MyCell.Value = Application.WorksheetFunction.Substitute(Trim(MyCell.Value), " ", " ")

MyCell.Value = Application.WorksheetFunction.Substitute(Trim(MyCell.Value), " ", " ")

MyCell.Value = Application.WorksheetFunction.Substitute(Trim(MyCell.Value), " ", "")

Next

On Error GoTo 0

End Sub

Really grateful to the author of the macro!!

## Thursday, 9 June 2011

### Excel Macro to convert the CASE of a range of TEXT

Before using:

"Uncomment" (remove the apostrophe from) the line of code that changes the text to the case you want. For example I needed everything to converted to lower case and hence I removed the apostrophe from "' Rng.Value = StrConv(Rng.Text, vbLowerCase)"

Sub ChangeCase()

Dim Rng As Range

On Error Resume Next

Err.Clear

Application.EnableEvents = False

For Each Rng In Selection.SpecialCells(xlCellTypeConstants, _

xlTextValues).Cells

If Err.Number = 0 Then

' Rng.Value = StrConv(Rng.Text, vbUpperCase)

' Rng.Value = StrConv(Rng.Text, vbLowerCase)

' Rng.Value = StrConv(Rng.Text, vbProperCase)

End If

Next Rng

Application.EnableEvents = True

End Sub

Source: http://www.cpearson.com/excel/ChangingCase.aspx

## Wednesday, 27 April 2011

### What is the difference between causation and correlation?

**What is the difference between causation and correlation? **

One of the most common errors we find in the press is the confusion between *correlation *and *causation* in scientific and health-related studies. In theory, these are easy to distinguish — an action or occurrence can *cause* another (such as smoking causes lung cancer), or it can *correlate* with another (such as smoking is correlated with alcoholism). If one action causes another, then they are most certainly correlated. But just because two things occur together does not mean that one caused the other, even if it seems to make sense.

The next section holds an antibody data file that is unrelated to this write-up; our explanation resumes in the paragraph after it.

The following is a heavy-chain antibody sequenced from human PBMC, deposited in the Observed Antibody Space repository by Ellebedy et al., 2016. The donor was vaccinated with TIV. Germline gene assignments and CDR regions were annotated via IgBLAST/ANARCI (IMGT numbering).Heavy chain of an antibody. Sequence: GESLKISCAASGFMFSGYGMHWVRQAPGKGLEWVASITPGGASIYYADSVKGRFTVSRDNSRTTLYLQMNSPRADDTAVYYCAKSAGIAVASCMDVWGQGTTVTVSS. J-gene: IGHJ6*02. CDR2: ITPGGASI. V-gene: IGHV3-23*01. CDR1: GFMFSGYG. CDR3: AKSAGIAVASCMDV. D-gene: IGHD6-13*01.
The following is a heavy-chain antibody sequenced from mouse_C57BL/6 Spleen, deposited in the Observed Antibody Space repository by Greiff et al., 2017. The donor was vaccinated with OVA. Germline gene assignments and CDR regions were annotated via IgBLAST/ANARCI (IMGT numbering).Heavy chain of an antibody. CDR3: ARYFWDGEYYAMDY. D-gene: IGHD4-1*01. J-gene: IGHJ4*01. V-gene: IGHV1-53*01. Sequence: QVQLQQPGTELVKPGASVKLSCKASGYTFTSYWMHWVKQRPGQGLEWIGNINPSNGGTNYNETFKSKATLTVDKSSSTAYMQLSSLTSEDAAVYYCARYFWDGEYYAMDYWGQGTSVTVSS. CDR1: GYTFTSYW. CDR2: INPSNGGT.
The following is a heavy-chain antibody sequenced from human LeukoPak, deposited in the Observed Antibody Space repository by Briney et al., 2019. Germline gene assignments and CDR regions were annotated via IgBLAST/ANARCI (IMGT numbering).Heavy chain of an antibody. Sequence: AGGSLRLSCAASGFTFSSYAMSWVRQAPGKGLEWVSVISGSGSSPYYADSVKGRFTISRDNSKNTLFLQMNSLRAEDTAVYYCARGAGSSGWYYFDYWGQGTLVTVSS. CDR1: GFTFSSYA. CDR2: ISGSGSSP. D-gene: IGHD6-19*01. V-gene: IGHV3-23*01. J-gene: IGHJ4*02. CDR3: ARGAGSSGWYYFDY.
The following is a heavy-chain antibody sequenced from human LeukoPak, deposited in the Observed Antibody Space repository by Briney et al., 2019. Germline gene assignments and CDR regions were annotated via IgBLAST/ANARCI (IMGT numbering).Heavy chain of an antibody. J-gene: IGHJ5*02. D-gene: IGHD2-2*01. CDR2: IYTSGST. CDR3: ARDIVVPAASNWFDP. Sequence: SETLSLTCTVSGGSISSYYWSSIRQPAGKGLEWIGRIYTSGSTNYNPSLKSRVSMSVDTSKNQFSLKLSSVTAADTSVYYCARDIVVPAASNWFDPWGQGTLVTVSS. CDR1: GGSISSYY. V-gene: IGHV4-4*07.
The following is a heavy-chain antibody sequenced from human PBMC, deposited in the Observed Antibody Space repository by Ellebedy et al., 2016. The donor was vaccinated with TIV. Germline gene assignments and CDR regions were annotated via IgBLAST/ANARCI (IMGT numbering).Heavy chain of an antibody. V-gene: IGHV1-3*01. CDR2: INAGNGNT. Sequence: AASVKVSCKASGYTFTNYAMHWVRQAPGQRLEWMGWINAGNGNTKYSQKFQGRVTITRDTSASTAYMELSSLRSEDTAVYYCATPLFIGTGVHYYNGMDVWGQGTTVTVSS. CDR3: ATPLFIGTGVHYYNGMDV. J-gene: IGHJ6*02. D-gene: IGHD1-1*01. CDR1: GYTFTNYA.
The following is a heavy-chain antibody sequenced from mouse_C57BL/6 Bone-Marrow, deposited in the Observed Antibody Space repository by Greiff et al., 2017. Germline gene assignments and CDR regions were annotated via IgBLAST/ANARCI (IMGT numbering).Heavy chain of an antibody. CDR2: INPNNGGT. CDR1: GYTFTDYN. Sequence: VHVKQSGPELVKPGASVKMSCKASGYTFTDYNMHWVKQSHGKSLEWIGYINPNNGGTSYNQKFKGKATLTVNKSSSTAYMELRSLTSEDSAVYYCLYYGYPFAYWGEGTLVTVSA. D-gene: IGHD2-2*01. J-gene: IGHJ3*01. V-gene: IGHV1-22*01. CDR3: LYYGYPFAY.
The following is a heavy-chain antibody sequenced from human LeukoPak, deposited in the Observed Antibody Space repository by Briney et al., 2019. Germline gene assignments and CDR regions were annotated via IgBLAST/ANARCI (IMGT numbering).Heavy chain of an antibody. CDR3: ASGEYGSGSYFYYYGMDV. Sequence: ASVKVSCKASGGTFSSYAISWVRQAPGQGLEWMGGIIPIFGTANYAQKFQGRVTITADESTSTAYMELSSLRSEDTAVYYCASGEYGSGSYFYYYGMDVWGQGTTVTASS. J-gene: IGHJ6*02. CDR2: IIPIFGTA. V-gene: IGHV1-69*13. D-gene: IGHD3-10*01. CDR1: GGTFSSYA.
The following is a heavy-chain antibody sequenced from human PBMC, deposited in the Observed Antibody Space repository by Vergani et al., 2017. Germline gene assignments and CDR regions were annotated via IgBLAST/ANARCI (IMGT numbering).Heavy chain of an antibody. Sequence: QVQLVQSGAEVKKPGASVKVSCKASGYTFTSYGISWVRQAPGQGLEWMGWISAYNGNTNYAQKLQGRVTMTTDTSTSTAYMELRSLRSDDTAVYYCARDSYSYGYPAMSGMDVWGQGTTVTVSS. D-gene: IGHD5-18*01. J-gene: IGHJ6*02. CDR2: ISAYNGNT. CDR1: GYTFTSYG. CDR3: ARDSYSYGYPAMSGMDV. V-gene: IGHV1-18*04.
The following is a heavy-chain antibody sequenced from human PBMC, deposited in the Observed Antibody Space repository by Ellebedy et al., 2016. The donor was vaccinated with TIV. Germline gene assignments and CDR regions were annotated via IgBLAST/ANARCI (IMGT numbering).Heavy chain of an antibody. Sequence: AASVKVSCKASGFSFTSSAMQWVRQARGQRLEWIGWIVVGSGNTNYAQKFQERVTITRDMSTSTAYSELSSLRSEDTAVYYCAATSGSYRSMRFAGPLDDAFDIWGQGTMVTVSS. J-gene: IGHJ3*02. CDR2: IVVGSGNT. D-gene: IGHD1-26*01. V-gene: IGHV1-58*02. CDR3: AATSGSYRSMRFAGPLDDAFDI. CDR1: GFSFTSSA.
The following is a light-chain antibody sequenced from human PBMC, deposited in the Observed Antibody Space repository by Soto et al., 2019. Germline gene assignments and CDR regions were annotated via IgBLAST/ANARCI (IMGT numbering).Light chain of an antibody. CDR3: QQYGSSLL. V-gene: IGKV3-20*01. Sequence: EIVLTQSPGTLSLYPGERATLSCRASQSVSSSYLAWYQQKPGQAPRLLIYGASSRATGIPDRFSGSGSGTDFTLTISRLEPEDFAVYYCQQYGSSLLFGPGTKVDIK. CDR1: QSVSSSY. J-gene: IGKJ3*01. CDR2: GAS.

## Monday, 7 March 2011

## Thursday, 24 February 2011

## Tuesday, 15 February 2011

### Truncating a string variable & other things

#### This text has been copied from UCLA website!!!

Create a String Variable **up**that will be the name converted into upper case,

**lo**that will be the name converted to lower case, and

**sub**that will be the third through eighth character in the persons name. Note that we first had to use the

**string**command to tell SPSS that

**up**

**lo**and

**sub**are string variables that will have a length of up to 14 characters. Had we omitted the

**string**command, these would have been treated as numeric variables, and when SPSS tried to assign a character value to the numeric variables, it would have generated an error. We also create

**len**that is the length of the name variable, and

**len2**

that is the length of the persons name.

STRING up lo (A14)

/sub (A6).

COMPUTE up = UPCASE(name).

COMPUTE lo = LOWER(name).

COMPUTE sub = SUBSTR(name,3,8).

COMPUTE len = LENGTH(name).

COMPUTE len2 = LENGTH(RTRIM(name)).

For more info visit: http://www.ats.ucla.edu/stat/spss/modules/functions.htm

## Tuesday, 8 February 2011

### Assigning Student Grades Using Excel

=IF(A2>89,"A",IF(A2>79,"B", IF(A2>69,"C",IF(A2>59,"D","F"))))

If more than 6 conditions to check, better to use LOOKUP then IF/THEN

=LOOKUP(A2,{0,60,63,67,70,73,77,80,83,87,90,93,97},{"F","D-","D","D+","C-","C","C+","B-","B","B+","A-","A","A+"})

source: http://office.microsoft.com/en-us/excel-help/if-HP005209118.aspx

## Thursday, 13 January 2011

### a very simple table using CTables

| group Universe vs sample | |||||

1 Universe | 2 Sample | Total Respondents | ||||

Column N % | Count | Column N % | Count | Column N % | Count | |

1 Female | 53.0% | 904 | 61.0% | 153 | 54.0% | 1057 |

2 Male | 46.3% | 789 | 39.0% | 98 | 45.3% | 887 |

Not specified | .7% | 12 | .0% | 0 | .6% | 12 |

To get the above table use the following syntex:

CTABLES /TABLE gender2 by group [colpct count]

/CATEGORIES VARIABLES=group TOTAL=YES LABEL='Total Respondents'.

&

| Main groups | ||||||

Our big univ | our sample | Total | |||||

Column N % | Count | Column N % | Count | Column N % | Count | ||

| 1 Female | 53.0% | 904 | 61.0% | 153 | 54.0% | 1057 |

2 Male | 46.3% | 789 | 39.0% | 98 | 45.3% | 887 | |

3 Not specified | .7% | 12 | .0% | 0 | .6% | 12 | |

Total | 100.0% | 1705 | 100.0% | 251 | 100.0% | 1956 |

For the above, here is the syntax (notice the columns also have totals now):

CTABLES /TABLE gender2 by group [colpct count]

/CATEGORIES VARIABLES=group TOTAL=YES LABEL='Total Respondents'

/CATEGORIES VARIABLES= gender2 TOTAL=YES POSITION=AFTER.